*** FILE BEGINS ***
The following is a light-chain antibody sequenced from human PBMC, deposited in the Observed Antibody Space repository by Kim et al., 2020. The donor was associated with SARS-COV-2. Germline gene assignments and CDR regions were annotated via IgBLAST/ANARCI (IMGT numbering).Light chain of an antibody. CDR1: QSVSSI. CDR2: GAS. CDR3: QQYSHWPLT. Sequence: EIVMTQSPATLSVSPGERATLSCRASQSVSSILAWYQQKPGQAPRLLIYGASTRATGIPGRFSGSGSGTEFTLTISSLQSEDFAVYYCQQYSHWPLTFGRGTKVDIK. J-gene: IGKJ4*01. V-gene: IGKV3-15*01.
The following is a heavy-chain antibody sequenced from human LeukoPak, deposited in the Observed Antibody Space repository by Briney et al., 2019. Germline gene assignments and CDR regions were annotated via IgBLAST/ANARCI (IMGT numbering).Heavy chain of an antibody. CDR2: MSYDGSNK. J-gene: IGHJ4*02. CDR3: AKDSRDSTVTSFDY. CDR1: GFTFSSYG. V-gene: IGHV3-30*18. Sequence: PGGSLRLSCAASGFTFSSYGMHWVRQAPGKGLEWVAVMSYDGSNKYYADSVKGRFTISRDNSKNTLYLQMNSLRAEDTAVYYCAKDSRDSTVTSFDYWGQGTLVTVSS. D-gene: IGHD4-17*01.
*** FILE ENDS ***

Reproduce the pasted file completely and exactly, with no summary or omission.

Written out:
The following is a light-chain antibody sequenced from human PBMC, deposited in the Observed Antibody Space repository by Kim et al., 2020. The donor was associated with SARS-COV-2. Germline gene assignments and CDR regions were annotated via IgBLAST/ANARCI (IMGT numbering).Light chain of an antibody. CDR1: QSVSSI. CDR2: GAS. CDR3: QQYSHWPLT. Sequence: EIVMTQSPATLSVSPGERATLSCRASQSVSSILAWYQQKPGQAPRLLIYGASTRATGIPGRFSGSGSGTEFTLTISSLQSEDFAVYYCQQYSHWPLTFGRGTKVDIK. J-gene: IGKJ4*01. V-gene: IGKV3-15*01.
The following is a heavy-chain antibody sequenced from human LeukoPak, deposited in the Observed Antibody Space repository by Briney et al., 2019. Germline gene assignments and CDR regions were annotated via IgBLAST/ANARCI (IMGT numbering).Heavy chain of an antibody. CDR2: MSYDGSNK. J-gene: IGHJ4*02. CDR3: AKDSRDSTVTSFDY. CDR1: GFTFSSYG. V-gene: IGHV3-30*18. Sequence: PGGSLRLSCAASGFTFSSYGMHWVRQAPGKGLEWVAVMSYDGSNKYYADSVKGRFTISRDNSKNTLYLQMNSLRAEDTAVYYCAKDSRDSTVTSFDYWGQGTLVTVSS. D-gene: IGHD4-17*01.